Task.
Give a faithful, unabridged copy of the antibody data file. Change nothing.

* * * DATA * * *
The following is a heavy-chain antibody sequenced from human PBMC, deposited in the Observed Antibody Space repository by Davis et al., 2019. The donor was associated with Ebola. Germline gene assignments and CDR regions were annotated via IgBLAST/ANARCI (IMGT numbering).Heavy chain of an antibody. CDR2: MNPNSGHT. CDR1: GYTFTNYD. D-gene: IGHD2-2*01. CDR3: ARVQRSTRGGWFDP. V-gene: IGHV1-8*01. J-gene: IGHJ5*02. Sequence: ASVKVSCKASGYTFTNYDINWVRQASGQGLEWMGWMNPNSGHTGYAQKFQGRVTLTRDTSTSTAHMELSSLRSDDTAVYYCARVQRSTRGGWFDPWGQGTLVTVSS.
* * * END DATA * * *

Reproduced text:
The following is a heavy-chain antibody sequenced from human PBMC, deposited in the Observed Antibody Space repository by Davis et al., 2019. The donor was associated with Ebola. Germline gene assignments and CDR regions were annotated via IgBLAST/ANARCI (IMGT numbering).Heavy chain of an antibody. CDR2: MNPNSGHT. CDR1: GYTFTNYD. D-gene: IGHD2-2*01. CDR3: ARVQRSTRGGWFDP. V-gene: IGHV1-8*01. J-gene: IGHJ5*02. Sequence: ASVKVSCKASGYTFTNYDINWVRQASGQGLEWMGWMNPNSGHTGYAQKFQGRVTLTRDTSTSTAHMELSSLRSDDTAVYYCARVQRSTRGGWFDPWGQGTLVTVSS.